Every Monday starts with our weekly meeting, in which we all update each other about the current projects and other developments. This is especially important when most of us are working from home and news spreads slower through the team. Apart from our weekly talks on Friday, this is the only regular meeting I have in my calendar.
During the day I blocked out two slots for coding. These focus time sessions help me to get things done quicker. Last thing before lunch, I contacted one of our external service providers to introduce them to a topic we might need their support on later on.
In the afternoon I had a coffee break with a colleague. Over the past year I’ve often scheduled coffee meetings with colleagues, just to reconnect and learn about what they’re working on.
At 3:30pm I had a one-to-one with one of my mentees, which happens very frequently. I use this time to learn about what they’re working on and anywhere they might need more help or guidance. Normally, 30 minutes is enough, but in Covid times I prefer to have more time, so we can talk about anything else that comes up. After this, I prepared some documents for our recurring performance reviews, in which we evaluate the development of the working students and plan how they can be further supported.
The last meeting of the day was an update call with a client, in which we discussed how to continue a project in the next phase.
What do you enjoy most about our team culture?
Something I realised early at idalab is that team culture is not an afterthought. It’s understood as essential that we enjoy work and the time we spend together. And so our events are not booked through specialised agencies. Instead, all events are planned in internal teams and we try to make each one better than the last.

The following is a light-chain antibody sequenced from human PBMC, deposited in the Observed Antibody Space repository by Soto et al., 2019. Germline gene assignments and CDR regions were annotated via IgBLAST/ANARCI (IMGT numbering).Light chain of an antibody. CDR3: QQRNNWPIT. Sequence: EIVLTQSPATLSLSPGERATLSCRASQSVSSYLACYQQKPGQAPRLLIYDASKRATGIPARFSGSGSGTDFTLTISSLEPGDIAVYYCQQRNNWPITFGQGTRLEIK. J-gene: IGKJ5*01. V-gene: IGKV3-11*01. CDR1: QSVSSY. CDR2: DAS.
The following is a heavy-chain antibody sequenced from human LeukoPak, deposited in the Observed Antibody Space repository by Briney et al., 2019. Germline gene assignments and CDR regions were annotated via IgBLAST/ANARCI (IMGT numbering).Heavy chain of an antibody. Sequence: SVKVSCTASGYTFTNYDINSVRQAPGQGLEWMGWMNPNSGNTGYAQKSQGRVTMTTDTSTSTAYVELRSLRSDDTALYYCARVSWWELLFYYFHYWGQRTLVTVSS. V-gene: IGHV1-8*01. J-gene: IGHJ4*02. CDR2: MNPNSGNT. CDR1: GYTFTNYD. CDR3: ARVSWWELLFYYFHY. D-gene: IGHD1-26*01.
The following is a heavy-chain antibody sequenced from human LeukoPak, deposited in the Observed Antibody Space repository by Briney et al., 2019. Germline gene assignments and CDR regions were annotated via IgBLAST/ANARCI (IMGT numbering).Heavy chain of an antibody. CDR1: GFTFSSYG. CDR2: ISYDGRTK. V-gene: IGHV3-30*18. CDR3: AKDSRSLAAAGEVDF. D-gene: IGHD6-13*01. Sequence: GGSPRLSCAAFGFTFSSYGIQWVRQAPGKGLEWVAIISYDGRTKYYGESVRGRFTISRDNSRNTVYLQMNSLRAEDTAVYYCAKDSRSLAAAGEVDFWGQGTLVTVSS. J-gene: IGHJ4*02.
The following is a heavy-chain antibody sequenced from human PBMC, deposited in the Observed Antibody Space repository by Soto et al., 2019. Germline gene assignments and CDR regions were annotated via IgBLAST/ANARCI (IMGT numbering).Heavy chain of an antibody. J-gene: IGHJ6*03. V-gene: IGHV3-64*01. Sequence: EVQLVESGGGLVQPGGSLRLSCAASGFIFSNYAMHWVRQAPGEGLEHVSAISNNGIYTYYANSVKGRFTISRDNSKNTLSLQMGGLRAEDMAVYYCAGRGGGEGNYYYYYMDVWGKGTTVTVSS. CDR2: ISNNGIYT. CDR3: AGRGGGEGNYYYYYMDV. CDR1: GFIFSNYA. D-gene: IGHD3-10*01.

When I was a working student, I suggested having a sports event. These days, it’s an idalab tradition – paired with food and drinks afterwards.
I’m very much looking forward to the moment when we can all come back into the office together. In the past year I’ve really learned the value of having nice colleagues around you while working – something I maybe took for granted before.
How are you being supported in your development?
Our personal development is planned around a detailed competence framework that lists the different skills we need in our jobs. This includes everything from client communication to AI methodology, technical skills and more. The framework gives me full transparency about my current capabilities and helps me to plan how I want to further develop.
In my quarterly one-to-one with our managing director, Paul, we discuss where I am in my career development and what I want to focus on in the future.
Probably the biggest impact on my development at idalab was getting personal responsibility early on – and the chance to show and develop my own skills. As a working student, I was already included in developing our own methodology training – and now I lead that project.
When I started working full time I also took over a research project we’re working on with partners at Deutsche Bahn and Deutsches Forschungszentrum für Künstliche Intelligenz (DFKI). Shortly after, I was leading a work stream as a dedicated data scientist in the pharma company project I mentioned before.
All these experiences have helped me develop faster than any training or class could do. Being in new situations and responsible for my own work, while still having the opportunity to get help and feedback from more experienced colleagues, is an extremely rewarding experience and an experience most people probably do not have in their first years of work.